1575 – Church building constructed in Kyoto. Built in Japanese architectural style, it was popularly called the "temple of the South Barbarians"
1575 – Spanish Augustinians Martín de Rada and Geronimo Martín spend four months in Fujian, China, trying to arrange for long-term missionary work there. The attempt ends in failure due to unrelated events in the Philippines.
1579 – Jesuit Alessandro Valignano arrives in Japan where, as "Visitor of Missions", he formulates a basic strategy for Catholic proselytism in that country. Valignano's adaptationism attempted to avoid cultural frictions by covering the gap between certain Japanese customs and Roman Catholic values.
1580 – Japanese daimyō (feudal landholder) Arima Harunobu becomes Christian and takes the name Protasio
1583 – Five Jesuit missionaries are murdered near Goa (India)
1584 – Matteo Ricci and a Chinese scholar translate a catechism into Chinese under the title Tian Zhu Shi Lu（天主實録） (A True Account of God)
1585 – Carmelite leader Jerome Gracian meets with Martin Ignatius de Loyola, a Franciscan missionary from China. The two sign a vinculo de hermandad misionera—a bond of missionary brotherhood—by which the two orders would collaborate in missionary work in Ethiopia, China, the Philippines, and the East and West Indies.
1586 – Portuguese missionary João dos Santos reports that locals kill elephants to protect their crops in Sofala, Mozambique.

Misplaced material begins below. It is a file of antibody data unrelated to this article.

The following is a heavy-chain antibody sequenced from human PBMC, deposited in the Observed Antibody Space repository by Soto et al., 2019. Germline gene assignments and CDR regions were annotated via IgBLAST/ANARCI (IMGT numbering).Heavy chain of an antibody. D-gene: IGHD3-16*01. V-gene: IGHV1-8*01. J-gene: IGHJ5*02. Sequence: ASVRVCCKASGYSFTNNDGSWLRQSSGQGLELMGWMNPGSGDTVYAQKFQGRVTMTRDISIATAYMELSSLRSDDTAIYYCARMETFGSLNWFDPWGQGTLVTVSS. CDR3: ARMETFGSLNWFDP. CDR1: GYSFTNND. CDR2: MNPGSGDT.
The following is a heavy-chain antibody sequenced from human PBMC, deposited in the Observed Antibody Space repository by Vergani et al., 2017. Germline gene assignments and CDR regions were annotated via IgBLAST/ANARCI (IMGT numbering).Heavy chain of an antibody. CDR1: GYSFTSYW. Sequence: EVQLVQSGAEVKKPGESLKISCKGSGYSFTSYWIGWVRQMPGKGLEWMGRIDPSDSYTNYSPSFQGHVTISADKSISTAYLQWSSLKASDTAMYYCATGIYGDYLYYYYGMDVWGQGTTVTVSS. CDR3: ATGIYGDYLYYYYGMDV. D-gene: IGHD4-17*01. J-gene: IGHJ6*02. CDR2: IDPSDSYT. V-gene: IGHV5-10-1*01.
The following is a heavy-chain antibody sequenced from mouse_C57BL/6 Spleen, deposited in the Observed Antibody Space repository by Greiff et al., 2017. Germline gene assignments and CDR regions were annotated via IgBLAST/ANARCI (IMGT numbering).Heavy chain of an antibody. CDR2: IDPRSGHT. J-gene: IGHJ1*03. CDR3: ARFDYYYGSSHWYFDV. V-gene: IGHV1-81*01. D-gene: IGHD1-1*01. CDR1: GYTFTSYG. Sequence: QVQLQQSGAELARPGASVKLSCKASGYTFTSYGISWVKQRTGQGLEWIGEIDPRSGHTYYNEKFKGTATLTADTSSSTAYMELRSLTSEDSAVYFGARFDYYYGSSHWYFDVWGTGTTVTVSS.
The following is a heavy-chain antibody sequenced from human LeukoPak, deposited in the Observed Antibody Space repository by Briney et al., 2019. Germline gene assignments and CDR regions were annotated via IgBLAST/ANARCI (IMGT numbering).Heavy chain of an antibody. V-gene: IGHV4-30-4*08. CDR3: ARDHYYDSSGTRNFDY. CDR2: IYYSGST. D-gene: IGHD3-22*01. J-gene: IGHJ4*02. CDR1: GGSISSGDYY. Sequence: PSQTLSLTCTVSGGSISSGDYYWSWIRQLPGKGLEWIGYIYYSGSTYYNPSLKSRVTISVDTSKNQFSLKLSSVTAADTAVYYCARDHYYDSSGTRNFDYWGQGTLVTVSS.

1587 – All foreigners ordered out of Japan when the shōgun fears they are as divisive and might present the Europeans with an opportunity to disrupt Japan. They stay but persecution escalates.
1587 – Manteo becomes the first American Indian to be baptized by the Church of England
1590 – A book by Belgian pastor Hadrian à Saravia has a chapter arguing that the Great Commission is still binding on the church today because the Apostles did not fulfill it completely
1591 – First Catholic church built in Trinidad; First Chinese admitted as members of the Jesuit order
1593 – The Franciscans arrive in Japan and establish St. Anna's hospital in Kyoto; they dispute with the Jesuits.
1594 – First Jesuit missionaries arrive in what is today Pakistan
1596 – Jesuit missionaries travel across the island of Samar in the Philippines to establish mission centers on the eastern side
1597 – Twenty-six Japanese Christians are crucified for their faith by General Toyotomi Hideyoshi in Nagasaki, Japan. Full-scale persecution destroys the Christian community by the 1620s. Converts who did not reject Christianity were killed. Many Christians went underground, but their communities died out. Christianity left no permanent imprint on Japanese society.